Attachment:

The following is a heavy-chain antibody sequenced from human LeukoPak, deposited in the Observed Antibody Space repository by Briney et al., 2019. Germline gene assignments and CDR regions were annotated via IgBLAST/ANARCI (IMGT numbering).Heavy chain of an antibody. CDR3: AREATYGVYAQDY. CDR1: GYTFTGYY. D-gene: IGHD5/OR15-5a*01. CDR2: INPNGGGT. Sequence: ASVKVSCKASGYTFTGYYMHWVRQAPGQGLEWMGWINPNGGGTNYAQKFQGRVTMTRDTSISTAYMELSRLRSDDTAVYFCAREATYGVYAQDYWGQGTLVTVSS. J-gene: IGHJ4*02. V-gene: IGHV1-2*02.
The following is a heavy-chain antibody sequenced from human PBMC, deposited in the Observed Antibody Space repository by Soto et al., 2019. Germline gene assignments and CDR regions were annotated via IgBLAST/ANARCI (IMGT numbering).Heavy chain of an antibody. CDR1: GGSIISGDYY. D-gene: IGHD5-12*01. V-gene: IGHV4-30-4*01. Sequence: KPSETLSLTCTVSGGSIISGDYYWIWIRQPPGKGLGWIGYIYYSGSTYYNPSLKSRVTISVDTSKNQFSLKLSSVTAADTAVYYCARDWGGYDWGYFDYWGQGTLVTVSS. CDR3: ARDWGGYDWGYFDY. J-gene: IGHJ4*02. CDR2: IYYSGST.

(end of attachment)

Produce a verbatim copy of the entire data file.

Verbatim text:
The following is a heavy-chain antibody sequenced from human LeukoPak, deposited in the Observed Antibody Space repository by Briney et al., 2019. Germline gene assignments and CDR regions were annotated via IgBLAST/ANARCI (IMGT numbering).Heavy chain of an antibody. CDR3: AREATYGVYAQDY. CDR1: GYTFTGYY. D-gene: IGHD5/OR15-5a*01. CDR2: INPNGGGT. Sequence: ASVKVSCKASGYTFTGYYMHWVRQAPGQGLEWMGWINPNGGGTNYAQKFQGRVTMTRDTSISTAYMELSRLRSDDTAVYFCAREATYGVYAQDYWGQGTLVTVSS. J-gene: IGHJ4*02. V-gene: IGHV1-2*02.
The following is a heavy-chain antibody sequenced from human PBMC, deposited in the Observed Antibody Space repository by Soto et al., 2019. Germline gene assignments and CDR regions were annotated via IgBLAST/ANARCI (IMGT numbering).Heavy chain of an antibody. CDR1: GGSIISGDYY. D-gene: IGHD5-12*01. V-gene: IGHV4-30-4*01. Sequence: KPSETLSLTCTVSGGSIISGDYYWIWIRQPPGKGLGWIGYIYYSGSTYYNPSLKSRVTISVDTSKNQFSLKLSSVTAADTAVYYCARDWGGYDWGYFDYWGQGTLVTVSS. CDR3: ARDWGGYDWGYFDY. J-gene: IGHJ4*02. CDR2: IYYSGST.